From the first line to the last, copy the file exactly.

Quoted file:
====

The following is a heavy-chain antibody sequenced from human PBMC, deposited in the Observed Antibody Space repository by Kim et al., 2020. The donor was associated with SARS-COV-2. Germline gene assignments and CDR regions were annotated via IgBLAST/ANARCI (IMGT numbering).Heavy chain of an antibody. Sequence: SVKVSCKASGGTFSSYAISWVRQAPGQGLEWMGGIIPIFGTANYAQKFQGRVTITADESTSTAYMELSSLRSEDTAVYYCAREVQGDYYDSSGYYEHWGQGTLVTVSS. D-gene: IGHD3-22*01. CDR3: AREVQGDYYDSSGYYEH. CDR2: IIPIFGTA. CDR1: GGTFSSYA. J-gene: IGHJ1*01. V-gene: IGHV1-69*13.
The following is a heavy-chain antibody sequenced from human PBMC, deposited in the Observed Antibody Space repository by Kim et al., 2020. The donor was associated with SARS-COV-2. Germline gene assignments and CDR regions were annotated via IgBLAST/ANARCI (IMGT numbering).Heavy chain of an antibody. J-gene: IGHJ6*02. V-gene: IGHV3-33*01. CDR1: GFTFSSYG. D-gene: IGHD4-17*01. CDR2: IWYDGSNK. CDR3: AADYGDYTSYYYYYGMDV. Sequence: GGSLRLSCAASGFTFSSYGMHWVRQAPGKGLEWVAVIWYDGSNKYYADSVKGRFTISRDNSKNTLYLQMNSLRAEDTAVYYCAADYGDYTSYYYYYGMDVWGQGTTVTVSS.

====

The following is a heavy-chain antibody sequenced from human PBMC, deposited in the Observed Antibody Space repository by Kim et al., 2020. The donor was associated with SARS-COV-2. Germline gene assignments and CDR regions were annotated via IgBLAST/ANARCI (IMGT numbering).Heavy chain of an antibody. Sequence: SVKVSCKASGGTFSSYAISWVRQAPGQGLEWMGGIIPIFGTANYAQKFQGRVTITADESTSTAYMELSSLRSEDTAVYYCAREVQGDYYDSSGYYEHWGQGTLVTVSS. D-gene: IGHD3-22*01. CDR3: AREVQGDYYDSSGYYEH. CDR2: IIPIFGTA. CDR1: GGTFSSYA. J-gene: IGHJ1*01. V-gene: IGHV1-69*13.
The following is a heavy-chain antibody sequenced from human PBMC, deposited in the Observed Antibody Space repository by Kim et al., 2020. The donor was associated with SARS-COV-2. Germline gene assignments and CDR regions were annotated via IgBLAST/ANARCI (IMGT numbering).Heavy chain of an antibody. J-gene: IGHJ6*02. V-gene: IGHV3-33*01. CDR1: GFTFSSYG. D-gene: IGHD4-17*01. CDR2: IWYDGSNK. CDR3: AADYGDYTSYYYYYGMDV. Sequence: GGSLRLSCAASGFTFSSYGMHWVRQAPGKGLEWVAVIWYDGSNKYYADSVKGRFTISRDNSKNTLYLQMNSLRAEDTAVYYCAADYGDYTSYYYYYGMDVWGQGTTVTVSS.